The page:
Former Big Sky Conference member North Dakota has the toughest schedule in the FCS, according to HERO Sports, followed by Chattanooga and Missouri State.
Among Big Sky schools, Sacramento State has the ninth-toughest schedule, Southern Utah No. 12, Montana No. 16, Idaho State No. 19 and Northern Arizona No. 20. North Dakota State, which has claimed seven of the last eight FCS national titles, is No. 24 on the list.
For the complete story, click here.
• A pair of preseason FCS polls have been released and North Dakota State is not a consensus No. 1 selection. That's because the Bison return just seven total starters on offense and defense and has a new starting quarterback, head coach, offensive coordinator and defensive coordinator.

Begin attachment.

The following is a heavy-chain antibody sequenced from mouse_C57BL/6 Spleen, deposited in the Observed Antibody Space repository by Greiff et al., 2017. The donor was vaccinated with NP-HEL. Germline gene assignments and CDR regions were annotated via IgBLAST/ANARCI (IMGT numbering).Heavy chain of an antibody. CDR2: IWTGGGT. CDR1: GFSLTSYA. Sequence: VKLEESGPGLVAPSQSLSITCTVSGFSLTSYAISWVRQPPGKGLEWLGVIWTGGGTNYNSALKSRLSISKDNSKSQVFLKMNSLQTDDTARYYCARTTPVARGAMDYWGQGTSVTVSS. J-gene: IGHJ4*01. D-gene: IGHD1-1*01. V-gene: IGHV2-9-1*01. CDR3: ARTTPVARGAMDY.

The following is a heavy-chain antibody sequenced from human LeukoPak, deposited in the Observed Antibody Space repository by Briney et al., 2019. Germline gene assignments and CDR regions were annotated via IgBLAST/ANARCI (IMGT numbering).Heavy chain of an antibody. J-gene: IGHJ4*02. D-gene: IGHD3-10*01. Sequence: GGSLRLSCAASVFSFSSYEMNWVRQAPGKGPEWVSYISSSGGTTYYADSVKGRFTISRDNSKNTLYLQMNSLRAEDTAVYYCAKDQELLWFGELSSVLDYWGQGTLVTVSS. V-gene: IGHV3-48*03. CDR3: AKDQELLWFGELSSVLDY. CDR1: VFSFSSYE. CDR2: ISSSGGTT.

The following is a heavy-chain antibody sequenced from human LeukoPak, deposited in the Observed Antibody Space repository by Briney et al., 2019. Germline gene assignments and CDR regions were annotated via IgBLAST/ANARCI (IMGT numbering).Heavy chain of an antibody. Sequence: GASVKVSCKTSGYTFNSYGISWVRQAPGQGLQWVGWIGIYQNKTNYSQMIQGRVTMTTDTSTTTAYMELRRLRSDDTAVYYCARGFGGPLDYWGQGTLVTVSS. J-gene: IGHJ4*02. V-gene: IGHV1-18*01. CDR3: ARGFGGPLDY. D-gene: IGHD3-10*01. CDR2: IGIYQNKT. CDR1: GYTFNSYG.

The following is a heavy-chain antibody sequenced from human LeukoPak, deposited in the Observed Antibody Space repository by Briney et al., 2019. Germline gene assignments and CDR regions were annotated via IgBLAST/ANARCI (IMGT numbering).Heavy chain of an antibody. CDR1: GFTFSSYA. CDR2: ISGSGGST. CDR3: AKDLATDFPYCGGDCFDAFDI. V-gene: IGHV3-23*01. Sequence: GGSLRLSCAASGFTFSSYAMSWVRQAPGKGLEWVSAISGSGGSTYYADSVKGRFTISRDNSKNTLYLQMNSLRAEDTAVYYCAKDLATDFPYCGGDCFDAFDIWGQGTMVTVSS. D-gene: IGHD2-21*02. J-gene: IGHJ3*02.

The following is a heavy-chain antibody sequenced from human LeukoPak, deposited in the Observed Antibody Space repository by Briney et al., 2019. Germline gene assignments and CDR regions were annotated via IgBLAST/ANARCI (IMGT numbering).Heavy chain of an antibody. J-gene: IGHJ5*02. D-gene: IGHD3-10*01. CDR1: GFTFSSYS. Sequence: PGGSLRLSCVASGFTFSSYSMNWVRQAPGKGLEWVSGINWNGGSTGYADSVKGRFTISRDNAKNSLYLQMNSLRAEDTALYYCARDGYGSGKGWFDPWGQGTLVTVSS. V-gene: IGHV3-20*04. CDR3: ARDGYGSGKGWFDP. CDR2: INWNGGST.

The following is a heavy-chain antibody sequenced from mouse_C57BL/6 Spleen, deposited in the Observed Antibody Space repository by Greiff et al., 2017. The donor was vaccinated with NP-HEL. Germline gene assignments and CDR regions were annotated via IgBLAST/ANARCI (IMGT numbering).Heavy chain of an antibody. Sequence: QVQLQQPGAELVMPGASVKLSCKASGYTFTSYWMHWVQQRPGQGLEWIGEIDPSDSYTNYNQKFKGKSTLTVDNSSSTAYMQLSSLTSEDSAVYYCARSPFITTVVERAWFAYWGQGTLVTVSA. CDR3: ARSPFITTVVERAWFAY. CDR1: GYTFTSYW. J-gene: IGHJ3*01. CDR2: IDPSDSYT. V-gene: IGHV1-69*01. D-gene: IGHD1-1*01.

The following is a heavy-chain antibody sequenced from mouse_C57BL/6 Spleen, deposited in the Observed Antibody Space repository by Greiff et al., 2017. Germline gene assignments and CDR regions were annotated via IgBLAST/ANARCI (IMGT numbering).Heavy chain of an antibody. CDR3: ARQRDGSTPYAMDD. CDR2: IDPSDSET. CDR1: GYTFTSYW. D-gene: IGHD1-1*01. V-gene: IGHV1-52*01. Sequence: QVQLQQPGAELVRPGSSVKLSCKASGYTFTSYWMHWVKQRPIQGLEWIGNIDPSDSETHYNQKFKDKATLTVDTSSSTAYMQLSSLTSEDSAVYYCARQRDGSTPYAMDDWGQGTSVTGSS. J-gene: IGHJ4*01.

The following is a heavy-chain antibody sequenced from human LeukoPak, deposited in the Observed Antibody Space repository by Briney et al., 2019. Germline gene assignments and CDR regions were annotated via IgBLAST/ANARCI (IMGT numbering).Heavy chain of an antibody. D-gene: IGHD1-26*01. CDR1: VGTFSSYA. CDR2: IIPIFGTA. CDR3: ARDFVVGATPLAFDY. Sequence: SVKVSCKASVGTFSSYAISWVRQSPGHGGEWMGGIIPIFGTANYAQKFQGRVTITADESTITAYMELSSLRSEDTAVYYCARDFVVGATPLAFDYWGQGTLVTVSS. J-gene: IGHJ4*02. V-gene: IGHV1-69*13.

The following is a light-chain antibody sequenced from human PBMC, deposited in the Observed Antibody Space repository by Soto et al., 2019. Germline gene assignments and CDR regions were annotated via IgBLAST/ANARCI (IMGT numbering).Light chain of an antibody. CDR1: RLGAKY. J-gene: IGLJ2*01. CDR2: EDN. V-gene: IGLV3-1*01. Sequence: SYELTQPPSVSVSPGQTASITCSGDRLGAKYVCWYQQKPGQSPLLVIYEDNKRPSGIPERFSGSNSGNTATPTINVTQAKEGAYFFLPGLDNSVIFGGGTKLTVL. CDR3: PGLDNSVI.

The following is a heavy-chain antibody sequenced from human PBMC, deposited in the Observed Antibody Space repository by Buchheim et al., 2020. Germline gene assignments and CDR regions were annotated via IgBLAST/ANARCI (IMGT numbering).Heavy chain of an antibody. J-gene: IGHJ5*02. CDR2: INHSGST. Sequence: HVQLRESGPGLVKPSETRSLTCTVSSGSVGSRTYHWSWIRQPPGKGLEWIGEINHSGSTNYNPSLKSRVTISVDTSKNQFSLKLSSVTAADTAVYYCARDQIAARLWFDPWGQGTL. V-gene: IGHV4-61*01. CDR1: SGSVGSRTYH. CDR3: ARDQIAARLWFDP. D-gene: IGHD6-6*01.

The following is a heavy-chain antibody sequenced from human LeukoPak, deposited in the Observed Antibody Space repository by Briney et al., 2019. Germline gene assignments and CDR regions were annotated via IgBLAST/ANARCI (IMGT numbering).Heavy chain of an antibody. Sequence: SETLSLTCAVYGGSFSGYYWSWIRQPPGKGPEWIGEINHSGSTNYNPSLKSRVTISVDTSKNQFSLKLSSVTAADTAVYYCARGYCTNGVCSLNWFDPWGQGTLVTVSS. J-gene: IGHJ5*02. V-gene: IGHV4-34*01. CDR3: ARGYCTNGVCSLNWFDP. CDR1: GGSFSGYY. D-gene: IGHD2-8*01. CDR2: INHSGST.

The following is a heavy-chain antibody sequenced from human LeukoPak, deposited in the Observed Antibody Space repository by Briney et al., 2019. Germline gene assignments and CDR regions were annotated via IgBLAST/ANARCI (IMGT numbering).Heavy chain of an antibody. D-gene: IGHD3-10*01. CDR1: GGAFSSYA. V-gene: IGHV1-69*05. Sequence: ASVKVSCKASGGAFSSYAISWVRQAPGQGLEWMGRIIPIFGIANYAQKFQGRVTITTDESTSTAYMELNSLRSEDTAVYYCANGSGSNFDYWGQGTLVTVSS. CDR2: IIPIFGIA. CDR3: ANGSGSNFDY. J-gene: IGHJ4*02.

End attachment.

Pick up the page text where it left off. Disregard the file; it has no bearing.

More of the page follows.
North Dakota State, which has won seven of the last eight FCS national titles, is ranked No. 2 in HERO Sports' preseason poll. James Madison is No. 1, followed by the Bison, UC Davis, Maine and South Dakota State. For other Big Sky schools, Eastern Washington is No. 7, Weber State No. 11 and Montana State No. 14.
Athlon Sports has North Dakota State No. 1, followed by James Madison and South Dakota State. Eastern Washington is No. 4, UC Davis No. 5, Montana State No. 8, Weber State No. 9 and Montana No. 23.
More preseason polls will be released in the next six weeks.